Does Your Home Have Knob and Tube Electrical Wiring?

Knob and tube wiring inspections and replacement in Boston, Massachusetts.

When insurance companies changed their rules for older wiring, home buyers were left with a need for more information about what they were buying. “Knob and tube” describes an un-grounded wiring method used for lighting and power in buildings from about 1880 to the 1930’s. The name refers to the two ceramic insulating devices used in the wiring; the “knob” and the “tube.”

Knob and tube electrical wiring spliceThe knob was used to hold the open conductor away from the surrounding material. The knob was also used when the conductor needed to turn a corner, as shown here. The tube was used to isolate the wire when it passed through surrounding material.

Many houses in the Metro-Boston region are well over 100 years old and were wired with the knob and tube system. During renovations, contractors often come across knob and tube wiring within walls and ceilings. Although not necessarily illegal, the older system may not be safe.

National Electrical Code (NEC) Article 394.12-5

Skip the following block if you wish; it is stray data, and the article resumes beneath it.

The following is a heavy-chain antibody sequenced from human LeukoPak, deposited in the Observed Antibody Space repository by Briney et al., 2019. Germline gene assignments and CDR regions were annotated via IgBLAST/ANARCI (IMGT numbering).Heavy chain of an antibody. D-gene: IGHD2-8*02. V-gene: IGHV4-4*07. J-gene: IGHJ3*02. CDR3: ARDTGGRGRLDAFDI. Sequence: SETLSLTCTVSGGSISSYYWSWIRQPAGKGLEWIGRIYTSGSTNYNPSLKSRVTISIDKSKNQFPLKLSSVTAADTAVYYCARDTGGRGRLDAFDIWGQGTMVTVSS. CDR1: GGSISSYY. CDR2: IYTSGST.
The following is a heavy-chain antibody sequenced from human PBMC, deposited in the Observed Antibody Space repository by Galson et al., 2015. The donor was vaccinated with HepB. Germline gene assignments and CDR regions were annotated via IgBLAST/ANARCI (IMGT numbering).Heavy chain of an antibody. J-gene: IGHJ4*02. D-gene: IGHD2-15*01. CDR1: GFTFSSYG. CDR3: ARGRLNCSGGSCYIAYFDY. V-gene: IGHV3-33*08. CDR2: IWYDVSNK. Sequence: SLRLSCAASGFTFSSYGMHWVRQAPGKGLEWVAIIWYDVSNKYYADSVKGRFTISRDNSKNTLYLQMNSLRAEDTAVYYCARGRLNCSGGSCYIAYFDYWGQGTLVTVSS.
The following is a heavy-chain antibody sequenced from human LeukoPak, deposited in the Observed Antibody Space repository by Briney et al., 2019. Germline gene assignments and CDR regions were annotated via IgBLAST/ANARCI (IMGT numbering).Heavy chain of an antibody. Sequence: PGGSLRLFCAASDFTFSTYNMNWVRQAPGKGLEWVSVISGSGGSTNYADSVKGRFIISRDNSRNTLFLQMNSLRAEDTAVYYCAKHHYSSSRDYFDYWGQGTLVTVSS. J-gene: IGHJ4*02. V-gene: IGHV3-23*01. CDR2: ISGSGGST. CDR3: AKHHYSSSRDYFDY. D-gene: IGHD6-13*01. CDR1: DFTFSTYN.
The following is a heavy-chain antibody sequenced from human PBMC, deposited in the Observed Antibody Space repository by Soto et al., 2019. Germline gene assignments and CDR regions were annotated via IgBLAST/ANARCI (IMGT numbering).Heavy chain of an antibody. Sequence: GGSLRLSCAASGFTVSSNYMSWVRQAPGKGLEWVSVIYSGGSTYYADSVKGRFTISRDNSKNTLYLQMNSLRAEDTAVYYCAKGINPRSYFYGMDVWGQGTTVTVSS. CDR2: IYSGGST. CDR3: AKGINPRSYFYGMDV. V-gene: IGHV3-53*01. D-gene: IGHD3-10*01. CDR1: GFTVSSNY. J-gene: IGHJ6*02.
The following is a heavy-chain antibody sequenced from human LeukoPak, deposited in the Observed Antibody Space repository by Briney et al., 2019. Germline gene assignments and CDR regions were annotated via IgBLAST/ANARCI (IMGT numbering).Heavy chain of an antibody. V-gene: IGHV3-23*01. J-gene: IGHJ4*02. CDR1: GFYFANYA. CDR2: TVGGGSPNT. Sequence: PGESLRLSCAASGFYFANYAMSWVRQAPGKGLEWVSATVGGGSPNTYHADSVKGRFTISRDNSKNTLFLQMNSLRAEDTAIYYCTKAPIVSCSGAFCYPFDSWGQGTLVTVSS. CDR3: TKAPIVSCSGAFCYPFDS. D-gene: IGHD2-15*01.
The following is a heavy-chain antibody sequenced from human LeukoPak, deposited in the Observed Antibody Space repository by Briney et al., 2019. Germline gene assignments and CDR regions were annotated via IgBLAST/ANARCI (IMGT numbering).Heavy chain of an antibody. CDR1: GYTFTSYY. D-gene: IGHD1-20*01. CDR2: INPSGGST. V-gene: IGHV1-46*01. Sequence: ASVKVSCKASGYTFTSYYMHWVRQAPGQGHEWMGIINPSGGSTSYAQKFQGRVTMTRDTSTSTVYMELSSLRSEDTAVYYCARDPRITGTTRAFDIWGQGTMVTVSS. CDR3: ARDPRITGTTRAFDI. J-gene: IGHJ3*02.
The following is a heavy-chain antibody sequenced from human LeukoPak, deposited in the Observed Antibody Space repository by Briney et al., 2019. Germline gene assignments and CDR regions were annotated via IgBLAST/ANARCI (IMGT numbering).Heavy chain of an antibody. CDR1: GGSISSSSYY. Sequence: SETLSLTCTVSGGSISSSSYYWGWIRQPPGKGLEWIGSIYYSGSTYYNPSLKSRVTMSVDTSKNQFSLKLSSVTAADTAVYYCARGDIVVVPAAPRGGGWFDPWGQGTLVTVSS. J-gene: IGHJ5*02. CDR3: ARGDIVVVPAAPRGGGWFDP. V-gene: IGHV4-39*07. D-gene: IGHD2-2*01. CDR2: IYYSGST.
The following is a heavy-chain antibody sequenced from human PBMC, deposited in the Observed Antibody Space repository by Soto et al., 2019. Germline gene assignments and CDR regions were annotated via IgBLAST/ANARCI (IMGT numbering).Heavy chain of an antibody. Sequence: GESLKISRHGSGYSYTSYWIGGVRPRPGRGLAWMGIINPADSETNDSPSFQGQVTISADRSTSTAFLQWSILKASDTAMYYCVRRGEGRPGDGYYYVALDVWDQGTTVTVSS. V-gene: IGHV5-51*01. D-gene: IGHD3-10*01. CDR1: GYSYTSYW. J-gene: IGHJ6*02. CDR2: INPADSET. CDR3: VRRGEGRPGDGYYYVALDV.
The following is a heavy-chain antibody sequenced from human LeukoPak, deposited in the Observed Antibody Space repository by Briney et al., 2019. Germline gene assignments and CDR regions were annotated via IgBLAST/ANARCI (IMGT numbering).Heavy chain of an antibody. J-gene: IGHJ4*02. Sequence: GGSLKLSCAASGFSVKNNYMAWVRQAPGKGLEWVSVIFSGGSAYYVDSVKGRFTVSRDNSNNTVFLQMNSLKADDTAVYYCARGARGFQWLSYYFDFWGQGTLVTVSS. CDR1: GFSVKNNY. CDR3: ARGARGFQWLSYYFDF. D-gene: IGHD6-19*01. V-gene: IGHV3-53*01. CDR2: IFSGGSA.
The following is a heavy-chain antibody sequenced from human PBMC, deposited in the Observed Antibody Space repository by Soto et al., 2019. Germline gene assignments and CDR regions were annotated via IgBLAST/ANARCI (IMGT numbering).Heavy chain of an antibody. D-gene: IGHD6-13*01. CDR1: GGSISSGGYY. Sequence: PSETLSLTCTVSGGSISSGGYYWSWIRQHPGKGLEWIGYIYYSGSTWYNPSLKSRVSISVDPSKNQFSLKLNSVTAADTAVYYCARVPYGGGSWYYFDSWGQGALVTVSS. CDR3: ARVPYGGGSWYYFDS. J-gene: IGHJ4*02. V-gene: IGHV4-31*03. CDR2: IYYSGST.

Knob and tube electrical junction boxNational Electrical Code (NEC) article 394.12-5 does not allow thermal insulation to be added to wall or joist cavities that have knob and tube wiring, since the insulation increases the risk of the wiring overheating and causing a fire. Unfortunately many homeowners are unaware they have knob and tube wiring in their walls, and add insulation to reduce their household heating and cooling costs, exposing themselves to the risk of fires from the overheating conductors. Therefore, today it is common for insurance companies to require all knob and tube wiring to be removed when new owners take possession.

For more information on knob and tube wiring, or if you need to evaluate whether your home has it please contact us. We also provide home inspections for new purchases to determine if your new home in Boston or surrounding areas has potential safety concerns or code violations.